The Theft Of Time

This post, from Dennis Palumbo, originally appeared on The Writer’s Store site.

A particularly arrogant film producer once said to me, “I could be a writer, too, if I only had the time.”
 

Which implied, I guess, that if he didn’t have to attend meetings, deal with studios, manage production budgets—–in other words, if he didn’t have a real job—he too could just sit around, effortlessly knocking out compelling narratives and crafting pithy dialogue.

Yet for most writers, time is exactly that thing they can’t seem to get enough of. Certainly not without carving it out for themselves, strenuously hewing a private space for their writing from a dense forest of financial and familial duties. Most writers understand that they must somehow demand the time to write; that, in many ways, writing is a “job” like any other, requiring diligence, constancy and commitment. But getting others to understand this is not always so easy.

Robert Frost said that the one thing all nations on earth share is a fear that a member of the family will want to be a writer. There are a lot of reasons for this, from parental concern about a child’s ability to earn a living, to legitimate desires to spare the would-be writer the heartbreak of rejection and disappointment, to irrational fears about the aberrant life-style that writers are stereotypically known to indulge. Next to announcing that you want to be an actor, proclaiming your ambition to write is guaranteed to strike terror in the hearts of parents, siblings, and spouses. Especially spouses with whom you’ve had children.

The pressure to provide for a family is acute for most people, but even more so for writers, often struggling with both the difficulties of their craft and the insecurity and fickleness of the marketplace. Finding time to write is hard enough when you have a writing job—on staff at a TV series, say, or developing a screenplay for a studio. At least then you can justify the time spent away from the family, lost in your thoughts, scribbling notes on coffee shop menus, banging away at the keyboard at all hours.

But if you have a non-writing job, some 9-to-5 gig to pay the bills, any time you might need for writing, for pursuing a writing career, seems a selfish luxury. It’s time seemingly owed to personal obligations, to the tasks of running a home and raising a family. In such cases, “demanding” time for your writing carries with it the possibility of frequent relationship strife, as well as a significant burden of guilt.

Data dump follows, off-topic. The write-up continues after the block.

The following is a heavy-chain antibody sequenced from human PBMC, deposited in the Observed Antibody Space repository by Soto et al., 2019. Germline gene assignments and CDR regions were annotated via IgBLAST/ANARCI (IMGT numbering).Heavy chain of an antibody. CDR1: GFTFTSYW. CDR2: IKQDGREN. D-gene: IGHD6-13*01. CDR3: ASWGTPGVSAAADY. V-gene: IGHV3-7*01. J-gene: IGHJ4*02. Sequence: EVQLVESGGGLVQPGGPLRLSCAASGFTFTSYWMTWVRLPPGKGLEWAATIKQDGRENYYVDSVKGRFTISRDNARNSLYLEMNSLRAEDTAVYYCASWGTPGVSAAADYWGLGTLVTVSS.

In my private practice, many of my writer clients deal with this guilt constantly. They feel an obligation both to the demands of their creative ambitions and to those of their families. Even when their spouse or partner goes along with their need for time and solitude, many of them still feel guilty. Often it increases the pressure to achieve quick financial success. It affects their decisions about what kinds of things they should write. It makes them feel that every second spent writing must “count.”

More than one writer has said to me, “What if my script doesn’t sell? I’ve spent all this time doing it, obsessing over it. I’ve been distracted and impatient with my kids. Totally unavailable to my wife. What if it all turns out to be for nothing?”

Sometimes the fissures in the relationship at home become wide enough to cause panic. “I’ve made a deal with my husband,” another writer once told me. “If this spec doesn’t sell, I’ll give it up. I mean, how long can I keep doing this, banging my head against the wall? I’m not getting any younger. And I don’t want to lose my marriage.”

Even successful writers, those who make a living at their craft, find it difficult to continually justify to loved ones their need for private time. “Unless my kids hear the keyboard clicking,” one noted screenwriter confided in me, “they feel okay interrupting me. You ever try to explain to a four-year-old that you’re working, when all you’re doing is staring at the ceiling? Hell, sometimes I have a hard time convincing myself.”
 

Read the rest of the post on The Writer’s Store site.

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